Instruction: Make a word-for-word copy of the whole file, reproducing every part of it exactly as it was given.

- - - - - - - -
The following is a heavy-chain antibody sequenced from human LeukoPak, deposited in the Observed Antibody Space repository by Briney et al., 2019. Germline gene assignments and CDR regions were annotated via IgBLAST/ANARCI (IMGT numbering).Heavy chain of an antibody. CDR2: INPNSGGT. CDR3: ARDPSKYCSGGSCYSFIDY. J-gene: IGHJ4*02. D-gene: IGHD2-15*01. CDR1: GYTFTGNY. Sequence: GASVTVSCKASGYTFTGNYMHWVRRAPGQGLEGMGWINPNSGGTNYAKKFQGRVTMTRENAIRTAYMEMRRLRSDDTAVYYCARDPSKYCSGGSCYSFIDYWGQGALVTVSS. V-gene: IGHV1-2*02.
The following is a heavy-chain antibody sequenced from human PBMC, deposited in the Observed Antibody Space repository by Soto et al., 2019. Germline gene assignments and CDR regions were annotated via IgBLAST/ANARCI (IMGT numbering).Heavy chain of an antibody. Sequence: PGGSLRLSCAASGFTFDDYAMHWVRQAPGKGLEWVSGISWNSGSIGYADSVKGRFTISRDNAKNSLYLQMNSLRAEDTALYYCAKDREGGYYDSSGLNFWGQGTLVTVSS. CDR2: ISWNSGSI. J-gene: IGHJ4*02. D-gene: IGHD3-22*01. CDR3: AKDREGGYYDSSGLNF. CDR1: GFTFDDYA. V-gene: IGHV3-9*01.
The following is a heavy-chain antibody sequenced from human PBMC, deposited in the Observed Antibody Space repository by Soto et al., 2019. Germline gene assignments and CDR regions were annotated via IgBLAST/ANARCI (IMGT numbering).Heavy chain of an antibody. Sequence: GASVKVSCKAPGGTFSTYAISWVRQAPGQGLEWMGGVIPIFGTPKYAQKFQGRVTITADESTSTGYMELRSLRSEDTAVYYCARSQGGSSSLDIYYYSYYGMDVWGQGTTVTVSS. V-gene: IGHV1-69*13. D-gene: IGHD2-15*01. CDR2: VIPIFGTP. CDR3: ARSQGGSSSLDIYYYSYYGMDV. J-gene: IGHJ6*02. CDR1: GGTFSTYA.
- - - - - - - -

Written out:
The following is a heavy-chain antibody sequenced from human LeukoPak, deposited in the Observed Antibody Space repository by Briney et al., 2019. Germline gene assignments and CDR regions were annotated via IgBLAST/ANARCI (IMGT numbering).Heavy chain of an antibody. CDR2: INPNSGGT. CDR3: ARDPSKYCSGGSCYSFIDY. J-gene: IGHJ4*02. D-gene: IGHD2-15*01. CDR1: GYTFTGNY. Sequence: GASVTVSCKASGYTFTGNYMHWVRRAPGQGLEGMGWINPNSGGTNYAKKFQGRVTMTRENAIRTAYMEMRRLRSDDTAVYYCARDPSKYCSGGSCYSFIDYWGQGALVTVSS. V-gene: IGHV1-2*02.
The following is a heavy-chain antibody sequenced from human PBMC, deposited in the Observed Antibody Space repository by Soto et al., 2019. Germline gene assignments and CDR regions were annotated via IgBLAST/ANARCI (IMGT numbering).Heavy chain of an antibody. Sequence: PGGSLRLSCAASGFTFDDYAMHWVRQAPGKGLEWVSGISWNSGSIGYADSVKGRFTISRDNAKNSLYLQMNSLRAEDTALYYCAKDREGGYYDSSGLNFWGQGTLVTVSS. CDR2: ISWNSGSI. J-gene: IGHJ4*02. D-gene: IGHD3-22*01. CDR3: AKDREGGYYDSSGLNF. CDR1: GFTFDDYA. V-gene: IGHV3-9*01.
The following is a heavy-chain antibody sequenced from human PBMC, deposited in the Observed Antibody Space repository by Soto et al., 2019. Germline gene assignments and CDR regions were annotated via IgBLAST/ANARCI (IMGT numbering).Heavy chain of an antibody. Sequence: GASVKVSCKAPGGTFSTYAISWVRQAPGQGLEWMGGVIPIFGTPKYAQKFQGRVTITADESTSTGYMELRSLRSEDTAVYYCARSQGGSSSLDIYYYSYYGMDVWGQGTTVTVSS. V-gene: IGHV1-69*13. D-gene: IGHD2-15*01. CDR2: VIPIFGTP. CDR3: ARSQGGSSSLDIYYYSYYGMDV. J-gene: IGHJ6*02. CDR1: GGTFSTYA.